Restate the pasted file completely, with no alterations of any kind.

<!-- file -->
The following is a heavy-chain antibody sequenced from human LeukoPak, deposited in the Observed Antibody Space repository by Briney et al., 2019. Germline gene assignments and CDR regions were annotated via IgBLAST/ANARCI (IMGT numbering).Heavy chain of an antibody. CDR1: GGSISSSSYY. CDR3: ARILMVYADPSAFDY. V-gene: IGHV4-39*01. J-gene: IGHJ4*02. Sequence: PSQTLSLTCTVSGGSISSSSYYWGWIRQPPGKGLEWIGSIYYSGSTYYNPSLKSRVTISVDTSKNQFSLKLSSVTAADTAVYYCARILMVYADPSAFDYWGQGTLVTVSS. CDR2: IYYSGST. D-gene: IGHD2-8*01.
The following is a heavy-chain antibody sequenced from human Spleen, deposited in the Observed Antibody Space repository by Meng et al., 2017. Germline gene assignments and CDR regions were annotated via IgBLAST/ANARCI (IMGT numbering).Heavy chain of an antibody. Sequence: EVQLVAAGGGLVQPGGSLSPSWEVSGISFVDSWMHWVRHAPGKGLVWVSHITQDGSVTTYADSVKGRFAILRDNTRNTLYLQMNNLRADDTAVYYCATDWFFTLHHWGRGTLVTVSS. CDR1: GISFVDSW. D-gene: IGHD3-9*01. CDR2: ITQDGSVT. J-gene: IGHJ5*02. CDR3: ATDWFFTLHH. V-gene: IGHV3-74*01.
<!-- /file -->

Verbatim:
The following is a heavy-chain antibody sequenced from human LeukoPak, deposited in the Observed Antibody Space repository by Briney et al., 2019. Germline gene assignments and CDR regions were annotated via IgBLAST/ANARCI (IMGT numbering).Heavy chain of an antibody. CDR1: GGSISSSSYY. CDR3: ARILMVYADPSAFDY. V-gene: IGHV4-39*01. J-gene: IGHJ4*02. Sequence: PSQTLSLTCTVSGGSISSSSYYWGWIRQPPGKGLEWIGSIYYSGSTYYNPSLKSRVTISVDTSKNQFSLKLSSVTAADTAVYYCARILMVYADPSAFDYWGQGTLVTVSS. CDR2: IYYSGST. D-gene: IGHD2-8*01.
The following is a heavy-chain antibody sequenced from human Spleen, deposited in the Observed Antibody Space repository by Meng et al., 2017. Germline gene assignments and CDR regions were annotated via IgBLAST/ANARCI (IMGT numbering).Heavy chain of an antibody. Sequence: EVQLVAAGGGLVQPGGSLSPSWEVSGISFVDSWMHWVRHAPGKGLVWVSHITQDGSVTTYADSVKGRFAILRDNTRNTLYLQMNNLRADDTAVYYCATDWFFTLHHWGRGTLVTVSS. CDR1: GISFVDSW. D-gene: IGHD3-9*01. CDR2: ITQDGSVT. J-gene: IGHJ5*02. CDR3: ATDWFFTLHH. V-gene: IGHV3-74*01.